A neuronphaser.com review.
Critters, Creatures & Denizens (CCD, which happens to be a nice acronym alongside Dungeon Crawl Classics' DCC) is like the AD&D Monster Manual getting released before the AD&D Player's Handbook: it's a monster book with slightly more "advanced" rules, but it works perfectly with the existing game. To allay fears, it doesn't "change" any rules or break the game, it simply adds a little extra granularity to monster stats in the form of providing Ability Scores for all monsters, and for developing finer details for movement (running, flying, hovering). The existing stuff -- i.e. non-advanced versions of the rules -- is all there, too, so you're only getting additional information, not losing out on anything.
With that note out of the way, CCD basically replaces and expands upon most of the monster info in the Dungeon Crawl Classics RPG core rulebook. It also includes incredibly in-depth rules discussions of monsters, monster creation, and monster conversion, so the few holes in the replacements form the DCC core book (gargoyles, dragons, demons, some undead) are easy to convert to this expanded rule info if you so choose, and pulling monsters out of nearly any OSR game -- Swords & Wizardry, Castles & Crusades, and other games that have lots of really good monster books -- is a breeze. There are hundreds of monsters in here, and while a considerable number are animals, nearly every entry includes info on giant or smaller versions of animals, supernatural mutations, and other weird stuff, so that even an entry on Chickens isn't just about a chicken: there are riding chickens and war chickens! Chocobos, ride!!!
There's even a patron demon lord (Krelvax) and a mechanical faerie lord (The Gear Lord) that act as supernatural patrons or deities for a cleric, and the full rules info for such are included.
The monster entries themselves are formatted in a manner reminiscent most of the AD&D 2E Monster Manual, which is nice because it formats multiple monster entries on a single table whenever possible. For example, the Goblin entry includes 4 or 5 different goblin stats (grunt, chief, cook, etc.) and then includes a couple pages of description, combat, and ecology text that gives you great insight into how to run such creatures as more than just mini-bags of hit points trying to chew a Player Character's leg off.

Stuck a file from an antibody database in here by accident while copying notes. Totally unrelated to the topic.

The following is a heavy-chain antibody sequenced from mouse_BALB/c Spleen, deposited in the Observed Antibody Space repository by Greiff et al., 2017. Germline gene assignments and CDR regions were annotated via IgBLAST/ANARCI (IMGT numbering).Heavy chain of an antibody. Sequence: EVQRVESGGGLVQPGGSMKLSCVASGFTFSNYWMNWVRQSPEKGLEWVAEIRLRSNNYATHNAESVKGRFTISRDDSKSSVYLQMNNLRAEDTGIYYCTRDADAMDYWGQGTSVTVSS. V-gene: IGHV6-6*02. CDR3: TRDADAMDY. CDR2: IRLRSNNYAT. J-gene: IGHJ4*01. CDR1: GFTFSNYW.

I mentioned mutations. There's a whole section in the beginning about mutations, so you can pull together any existing creature (or develop a new one using the wonderful rules in this book), and then mutate it like crazy to get something horrifying and new. Or, you can mutate your player characters with minor and major mutations of great variety. Because they deserve it, that's why! And we're not talking about mutations like "becomes Spider-Man," oh no. We're talking about horrific, detrimental things that they may find benefit from, but by and large are going to send them on a death-spiral of horror, change, and being outcast from polite society (if such a thing exists in DCC!).
This book is solid through and through. Even if you don't use the expanded movement rules, don't worry about the granularity of some special abilities, and ignore mutations, you're still getting hundreds of monsters, giant versions of animals, and a few sweet patrons or familiars besides. Plus conversion rules that allow you to reappropriate any monster for the DCC game.